Too often we do what we are supposed to do – or we do what the people around us are doing. We lose sight of what our own values are amongst the noise of life and what people are doing around us.
I like to think of my values as my compass that I use to navigate on my journey.
But as I’ve moved through my career it’s been hard for me to separate my own values from those of the groups around me.
You may struggle with the same problem I have.
This problem is normal. We are human and feel a healthy need to belong to a group or something larger than ourselves.
What I’m describing is a feeling of belongingness. This feeling exists across cultures, languages and genders. This sense or need to belong is based in evolution. It was much safer and easier for our ancestors to survive in groups than it was to survive alone.
Throughout our lives we become part of different communities and groups. We start with our parents and our family and then move to school, first job, activities, profession and finally new groups of friends, jobs and connections throughout our twenties, thirties and on.
Each of these groups have their own shared values.
Deciding our own values are important when we decide to move to another group, shape our lives or find ourselves stuck.
How I began to notice my values.
At the age of 25 I realized how affected I was by the people I chose to be around.
When Stephen and I started working on UnStuckable together I was an employee at a startup. Stephen had been working on his own for 10 years and he was one of the first people in my work life that had different values than my startup friends.
I remember one day at HubSpot. I was on call number fifty something and I called Stephen from work at 2:00 in the afternoon. He was blueberry picking. I was jealous.
Sometimes Stephen would ask me: “How do you want to work?”- or more specifically: “What are your values?”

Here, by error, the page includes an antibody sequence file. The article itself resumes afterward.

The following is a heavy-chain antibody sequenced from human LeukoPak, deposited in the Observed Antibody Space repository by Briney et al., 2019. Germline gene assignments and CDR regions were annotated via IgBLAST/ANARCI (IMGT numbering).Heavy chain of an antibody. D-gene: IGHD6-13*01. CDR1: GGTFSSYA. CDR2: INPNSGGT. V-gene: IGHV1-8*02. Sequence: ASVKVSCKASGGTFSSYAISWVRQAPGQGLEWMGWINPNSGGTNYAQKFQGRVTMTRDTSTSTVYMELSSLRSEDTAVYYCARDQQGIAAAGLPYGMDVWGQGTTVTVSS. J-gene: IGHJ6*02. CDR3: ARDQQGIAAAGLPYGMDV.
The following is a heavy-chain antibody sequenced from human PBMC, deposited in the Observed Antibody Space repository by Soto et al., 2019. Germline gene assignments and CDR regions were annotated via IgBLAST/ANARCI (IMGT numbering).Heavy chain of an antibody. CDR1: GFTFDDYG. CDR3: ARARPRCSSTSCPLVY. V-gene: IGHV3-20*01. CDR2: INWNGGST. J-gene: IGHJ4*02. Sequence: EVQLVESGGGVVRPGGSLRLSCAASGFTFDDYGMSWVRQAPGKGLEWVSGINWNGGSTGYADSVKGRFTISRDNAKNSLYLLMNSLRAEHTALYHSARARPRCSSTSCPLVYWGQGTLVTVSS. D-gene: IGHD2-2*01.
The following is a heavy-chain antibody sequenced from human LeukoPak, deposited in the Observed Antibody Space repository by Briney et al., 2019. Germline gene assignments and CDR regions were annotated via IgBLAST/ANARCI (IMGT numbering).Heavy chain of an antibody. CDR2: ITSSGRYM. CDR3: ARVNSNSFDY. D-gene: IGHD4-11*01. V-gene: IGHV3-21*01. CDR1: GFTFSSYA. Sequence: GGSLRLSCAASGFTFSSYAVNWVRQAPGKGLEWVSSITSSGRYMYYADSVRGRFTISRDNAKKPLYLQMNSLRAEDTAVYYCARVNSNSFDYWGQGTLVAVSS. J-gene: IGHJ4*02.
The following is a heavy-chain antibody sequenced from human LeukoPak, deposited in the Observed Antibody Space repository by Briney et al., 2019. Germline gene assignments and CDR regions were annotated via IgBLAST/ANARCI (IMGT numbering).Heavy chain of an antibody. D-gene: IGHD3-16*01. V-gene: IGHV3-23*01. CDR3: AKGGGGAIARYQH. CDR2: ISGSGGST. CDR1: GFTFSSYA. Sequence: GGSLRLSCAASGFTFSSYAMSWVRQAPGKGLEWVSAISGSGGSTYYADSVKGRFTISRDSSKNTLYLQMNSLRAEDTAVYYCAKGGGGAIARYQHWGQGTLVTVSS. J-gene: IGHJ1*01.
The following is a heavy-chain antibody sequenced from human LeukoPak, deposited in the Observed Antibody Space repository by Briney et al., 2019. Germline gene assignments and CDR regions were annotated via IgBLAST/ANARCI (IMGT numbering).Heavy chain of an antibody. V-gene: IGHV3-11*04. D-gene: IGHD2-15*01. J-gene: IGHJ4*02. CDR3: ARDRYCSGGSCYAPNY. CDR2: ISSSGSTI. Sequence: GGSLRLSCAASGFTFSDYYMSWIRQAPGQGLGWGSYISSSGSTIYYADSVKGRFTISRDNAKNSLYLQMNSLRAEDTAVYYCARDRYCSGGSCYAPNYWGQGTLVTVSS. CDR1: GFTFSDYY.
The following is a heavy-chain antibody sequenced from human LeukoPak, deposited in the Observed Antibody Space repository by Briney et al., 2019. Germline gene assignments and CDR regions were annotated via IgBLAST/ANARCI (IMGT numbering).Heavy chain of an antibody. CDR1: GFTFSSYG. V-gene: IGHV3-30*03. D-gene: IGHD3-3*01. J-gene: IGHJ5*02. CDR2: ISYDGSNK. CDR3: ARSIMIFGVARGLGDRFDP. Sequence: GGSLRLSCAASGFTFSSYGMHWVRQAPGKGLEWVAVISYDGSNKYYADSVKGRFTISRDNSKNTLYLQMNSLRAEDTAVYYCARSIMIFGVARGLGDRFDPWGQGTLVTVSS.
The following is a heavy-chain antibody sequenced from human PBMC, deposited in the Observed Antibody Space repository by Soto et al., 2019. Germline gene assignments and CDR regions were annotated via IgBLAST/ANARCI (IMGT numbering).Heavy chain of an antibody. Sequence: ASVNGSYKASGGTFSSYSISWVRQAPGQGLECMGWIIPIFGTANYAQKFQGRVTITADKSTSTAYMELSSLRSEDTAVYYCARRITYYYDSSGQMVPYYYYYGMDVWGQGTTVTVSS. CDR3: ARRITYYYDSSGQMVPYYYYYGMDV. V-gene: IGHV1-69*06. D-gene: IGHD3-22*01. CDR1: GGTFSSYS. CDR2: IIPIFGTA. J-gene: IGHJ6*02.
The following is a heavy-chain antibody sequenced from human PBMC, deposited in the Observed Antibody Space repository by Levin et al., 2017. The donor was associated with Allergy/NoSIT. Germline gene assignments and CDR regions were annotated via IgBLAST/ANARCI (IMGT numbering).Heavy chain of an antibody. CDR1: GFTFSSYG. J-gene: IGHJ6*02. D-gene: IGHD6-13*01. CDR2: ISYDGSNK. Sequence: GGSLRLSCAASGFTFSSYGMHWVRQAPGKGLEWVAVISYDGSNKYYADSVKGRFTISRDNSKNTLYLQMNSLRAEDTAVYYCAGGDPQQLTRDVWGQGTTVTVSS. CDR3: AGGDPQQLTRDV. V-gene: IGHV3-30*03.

I didn’t know how to answer him.
I was jealous of his sense of self and core values.
When I really thought about my values I would get lost. I would compare myself to people around me and search to find examples of people I wanted to be like.
I remember being frustrated having to decide what my values are.
I would think of my value in terms of – What did I want?
There is an easier way to define what your values are.
Look back to find your values.
Values are principles or standards of behavior. They’re what you use to make judgments of what is important and what is not important in your life.
Like most people my early values came from home. Until I was 18 I lived with my parents and their values. I learned what was important from my mother, father and friends.
I went away to college and a year in, I quit to chase my dream of racing bikes.
Looking back, that decision was an expression of my values. I did not value predictability.
I valued something else more than predictability.
After a year of racing bikes I noticed my values were different than my friends I left behind.
The values I practiced in cycling propelled me into work and later fueled me through 8 years of working on awesome teams in startups.
List your proud moments and then write why.
A lot of other authors and writers will give you a bunch of questions to find your values. They will give you a giant list of value terms to choose from. This will just confuse you and force you to pick off some other person’s list of values.
I suggest you take an easier first step to define what you value.
- Step 1 – List what you are proud of.
- Take a break.
- Step 2 – For each item you are proud of write why you are proud of that action or moment.
For example you may write:
- Proud thing: I am proud of my marriage.
- Reason: I am proud of my marriage because of my commitment I’ve made.
- You value commitment.
The first thing I did was think of the things I was most proud of doing just like I showed above.
Then I privately wrote down why that action made me proud.
Your answers will be what you value.